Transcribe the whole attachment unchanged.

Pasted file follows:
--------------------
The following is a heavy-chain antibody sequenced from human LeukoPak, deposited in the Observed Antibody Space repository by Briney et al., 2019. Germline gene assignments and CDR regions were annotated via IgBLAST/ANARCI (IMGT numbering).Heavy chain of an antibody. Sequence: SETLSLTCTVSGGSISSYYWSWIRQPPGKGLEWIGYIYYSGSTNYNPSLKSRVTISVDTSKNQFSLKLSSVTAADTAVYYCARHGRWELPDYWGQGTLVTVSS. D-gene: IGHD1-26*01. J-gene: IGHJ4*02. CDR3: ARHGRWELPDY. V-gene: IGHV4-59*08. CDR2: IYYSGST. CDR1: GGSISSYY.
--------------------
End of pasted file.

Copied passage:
The following is a heavy-chain antibody sequenced from human LeukoPak, deposited in the Observed Antibody Space repository by Briney et al., 2019. Germline gene assignments and CDR regions were annotated via IgBLAST/ANARCI (IMGT numbering).Heavy chain of an antibody. Sequence: SETLSLTCTVSGGSISSYYWSWIRQPPGKGLEWIGYIYYSGSTNYNPSLKSRVTISVDTSKNQFSLKLSSVTAADTAVYYCARHGRWELPDYWGQGTLVTVSS. D-gene: IGHD1-26*01. J-gene: IGHJ4*02. CDR3: ARHGRWELPDY. V-gene: IGHV4-59*08. CDR2: IYYSGST. CDR1: GGSISSYY.